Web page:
In a recent determination, the Financial Ombudsman Service (FOS)
reduced the liability of a co-borrower who received no
'real' benefit from the loan.
FOS considered a loan transaction between a credit provider and
a husband and wife as co-borrowers. The wife argued she should not
have been signed up as a co-borrower because she received no real
benefit under the loan.
The purpose of the loan was to refinance existing liabilities,
most of which were between the credit provider and the husband.
Paragraph 11 of the Customer Owned Banking Code of
Practice (COBCOP) states that a credit provider must
not accept an applicant as a co-borrower where it is
aware, or ought to be aware, that the applicant will not receive a
benefit from the loan or other credit facility.
The credit provider argued that the wife had received a benefit
from the loan sufficient to meet paragraph 11 of COBCOP
the loan consolidated existing liabilities into one loan at a
lower rate and that provided a benefit to the household;
the wife benefited from the ability to redraw under the loan;
one of the refinanced loans was between the wife and the credit
FOS considered the test for 'benefit' was whether the
applicant received a 'real benefit'. The benefit must be a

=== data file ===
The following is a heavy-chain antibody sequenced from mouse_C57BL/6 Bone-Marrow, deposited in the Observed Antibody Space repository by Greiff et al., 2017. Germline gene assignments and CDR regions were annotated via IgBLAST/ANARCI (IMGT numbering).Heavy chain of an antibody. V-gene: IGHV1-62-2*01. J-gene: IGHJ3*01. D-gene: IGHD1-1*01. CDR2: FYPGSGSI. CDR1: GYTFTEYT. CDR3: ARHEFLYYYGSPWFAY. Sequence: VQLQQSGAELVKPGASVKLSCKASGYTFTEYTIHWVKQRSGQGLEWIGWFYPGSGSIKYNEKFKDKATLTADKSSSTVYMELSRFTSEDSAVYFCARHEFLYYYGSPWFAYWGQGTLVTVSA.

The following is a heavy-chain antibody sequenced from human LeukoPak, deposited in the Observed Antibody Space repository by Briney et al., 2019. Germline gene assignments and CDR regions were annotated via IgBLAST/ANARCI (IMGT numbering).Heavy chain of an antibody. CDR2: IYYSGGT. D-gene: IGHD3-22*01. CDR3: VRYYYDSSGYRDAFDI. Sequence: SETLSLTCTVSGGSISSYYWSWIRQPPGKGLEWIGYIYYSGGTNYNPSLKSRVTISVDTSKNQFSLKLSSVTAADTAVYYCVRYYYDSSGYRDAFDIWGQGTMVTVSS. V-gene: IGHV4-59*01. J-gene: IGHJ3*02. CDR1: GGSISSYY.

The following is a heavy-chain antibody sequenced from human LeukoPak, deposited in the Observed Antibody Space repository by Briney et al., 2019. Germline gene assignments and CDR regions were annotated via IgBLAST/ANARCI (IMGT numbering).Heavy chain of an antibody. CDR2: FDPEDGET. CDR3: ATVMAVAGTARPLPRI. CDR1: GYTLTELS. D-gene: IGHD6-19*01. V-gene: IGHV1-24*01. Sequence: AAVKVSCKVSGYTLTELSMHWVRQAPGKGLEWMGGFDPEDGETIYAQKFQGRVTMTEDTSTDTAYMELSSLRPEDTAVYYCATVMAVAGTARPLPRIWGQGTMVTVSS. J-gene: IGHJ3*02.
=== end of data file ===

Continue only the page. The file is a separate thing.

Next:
'direct or immediate gain'. A benefit through an improved
lifestyle obtained through the loan is insufficient.
FOS noted it was not enough for the applicant as co-borrower to
have received 'some' benefit under the loan, and, in
circumstances where the co-borrower receives a limited benefit from
a loan, their liability will be restricted to those funds from
which they received a direct benefit.
FOS said that the reduction in household liability and the
ability to redraw funds was not a sufficient benefit. However, the
wife was found to have received a real benefit from:
the refinanced loan that she was jointly and severally liable
for with her husband; and
a very small portion of the loan that was paid to the
wife's savings account.
The wife's liability as co-borrower under the loan was
confined to these benefits where she received a direct benefit
COBCOP is the code of practice for customer owned banking
institutions – credit unions, mutual banks and mutual
The code of practice that applies to banks (where they have
adopted it) is the 2013 Code of Banking Practice. Clause 29.1
provides 'We will not accept you as a co-debtor under a credit
facility where it is clear, on the facts known to us that you will
not receive a benefit under the facility.'
The FOS decision is a red flag for credit providers and
highlights a potential avenue for borrowers alleging a breach of a
code of practice that applies to the lending transaction.
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